I'd work out occasionally, but not regularly, because I hated working out. Training to be the best at soccer, sure, I'll do that. Surfing half the day, yeah I'll do that. But going to the gym for myself? No. Couldn't do it. So I substituted bad practices for good. I'd work late. When I got home I was too tired to cook, or it was more convenient to go to a restaurant and get waited on, served decent hot food but with mediocre ingredients, too much salt, and a few glasses of wine or scotch. The comfort of a few drinks and a someone sharing light friendly conversation helped me rationalize it. But really if I went home alone, made dinner, and then had the evening ahead, well I just felt bored and alone. I couldn't just sit with it. So eating out all the time filled that hole, and well, I don't have kids so I could rationalize not saving the money. And that bummed me out too--we had tried when I was married but it didn't work out for us. Part of that long stretch was coping with the reality that maybe I'd never be a father. 

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This Fall I was moved by the people at Standing Rock and their commitment and dedication to the cause of justice against a deeply flawed and imbalanced system of power concentrated for the few at the expense of the many. It spoke to me on so many levels, and when the State of North Dakota started using violence against people desperate to preserve their sacred land, traditions, water, and lives, it moved me to want to join them and help in some way, even if just showing support by being there. So I went with a group to make Thanksgiving dinner, which turned into a meal for 2,000. It was amazing. 

The next day we went to the camps, and I was struck by the rituals--the prayer, the ceremony, the storytelling at the fire, and the list of principles that helped keep the growing camp organized, healthy, and sane. At the gate was a sign that said "No alcohol beyond this point." I smiled and nodded in agreement. I had already been moving in that direction, so it wasn't a big deal. It felt like it was time. Over the next few weeks I ate out less and stayed in more, spent more time with family. I've been dropping weight pretty fast, sleeping much better, and started working out. It all feels really good and natural, and it makes me wonder how I got into that rut of false comfort. I'll have a glass of wine with a friend now and again, but that late dinner out alone is over.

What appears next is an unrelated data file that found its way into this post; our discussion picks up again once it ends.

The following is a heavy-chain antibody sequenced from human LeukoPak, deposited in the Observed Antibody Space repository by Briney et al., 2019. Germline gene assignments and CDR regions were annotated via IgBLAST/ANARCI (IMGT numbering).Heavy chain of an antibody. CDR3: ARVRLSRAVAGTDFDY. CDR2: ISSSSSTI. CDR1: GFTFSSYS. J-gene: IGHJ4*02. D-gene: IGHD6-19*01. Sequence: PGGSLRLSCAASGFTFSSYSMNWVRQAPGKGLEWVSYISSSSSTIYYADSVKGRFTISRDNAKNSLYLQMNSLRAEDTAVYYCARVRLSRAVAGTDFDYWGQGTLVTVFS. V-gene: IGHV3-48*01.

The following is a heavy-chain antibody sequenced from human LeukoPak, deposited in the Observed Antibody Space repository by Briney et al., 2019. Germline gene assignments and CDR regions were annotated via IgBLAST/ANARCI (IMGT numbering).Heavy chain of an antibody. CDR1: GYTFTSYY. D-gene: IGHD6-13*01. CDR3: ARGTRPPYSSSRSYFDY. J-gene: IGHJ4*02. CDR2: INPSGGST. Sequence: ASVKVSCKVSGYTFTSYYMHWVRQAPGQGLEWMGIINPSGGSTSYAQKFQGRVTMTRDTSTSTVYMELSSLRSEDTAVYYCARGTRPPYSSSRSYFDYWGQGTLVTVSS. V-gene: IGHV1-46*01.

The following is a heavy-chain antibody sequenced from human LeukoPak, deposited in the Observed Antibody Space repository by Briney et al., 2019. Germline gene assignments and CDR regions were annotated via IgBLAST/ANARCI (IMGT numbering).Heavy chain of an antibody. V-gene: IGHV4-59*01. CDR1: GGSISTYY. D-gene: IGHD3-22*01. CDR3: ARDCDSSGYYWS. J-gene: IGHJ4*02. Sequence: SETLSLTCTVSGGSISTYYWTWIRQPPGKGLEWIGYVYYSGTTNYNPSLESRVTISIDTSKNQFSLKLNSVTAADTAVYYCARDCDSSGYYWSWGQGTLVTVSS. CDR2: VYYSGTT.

Since the summer I've spent more time with family, especially over at my sister's with her very entertaining kids, who are pretty good at dishing out a bad joke. I make dinner and lunch for myself, and sometimes breakfast, but I like my breakfast routine so I'm not changing that too much. When I get home I fill the time with writing, writing music, recording, or a bit of Netflix or a book. Like normal people, I guess. 

It took me a long time to learn to put the mask on first, but now that I'm doing it it feel natural. This week I plan to start putting the money I would have spent on false comfort into a college fund for my kids, and if I never have them, which is possible, it'll be for someone else's. 

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Trees are amazing. I'm so glad we got to spend so much time with our tree, but it's time to move on. Maybe the discipline of it worked. Some days it felt like Groundhog Day, where I was practicing getting it right, to become the person I wanted to be, or rather to love the person I am. 

We've spent well over a year with our tree, and while we'll see it again, we took a different path today and focused on the sunrise. It was a cold morning, just 25 degrees and the ground was frozen. The shapes in the ground from horse tracks, shadows cast by the rising sun against the fields, the spots of blue sky through cloud cover, it was all beautiful, and flawed, and perfect, and we walked and listened to the wind. 


Monday, December 19, 2016

The Search for Expansion Space: Part I

About a year and a half ago, two professors from F&M released a report on Lancaster's poverty problems.

The rate is about 29%; you can find data like this at the US Census bureau or through cool tools like PolicyMap, which also gives very refined views of neighborhood statistics.

Before we started The Lancaster Food Company in 2013, I spent some time on PolicyMap to try to figure out where we should locate the company. It's a lofty goal--try to reduce poverty by hiring people living under the line who live within walking distance, and there isn't a lot of real estate available in the city for food manufacturing.

Some of the highest poverty rates were right around South Water Street and Hazel. So we looked very closely at a few buildings when we started. We passed on the building that became Spring House's third location. It's a very cool building, but it needed a lot of work and we're not developers. The property itself is two acres, and has a remarkable view of the city from its north side.

We ended up leasing a space completely inappropriate for food manufacturing, but we were eager to see whether we could prove our concept could become a viable company in the increasingly competitive certified organic food sector.
Liberty St space before the buildout

So we took a space at 341 East Liberty, complete with flaws and obstructions, and made it work. We invested in a conversion of the space with a loan from Community First Fund (the landlord would not finance a buildout for a startup), passed our USDA Certified Organic and FDA & PDA inspections, and literally took our products to market. Things really took off--we grew 30% every quarter until March of this year, when we hit production capacity.


We knew early on we'd need to expand, so we continued to look for space while growing the company at Liberty.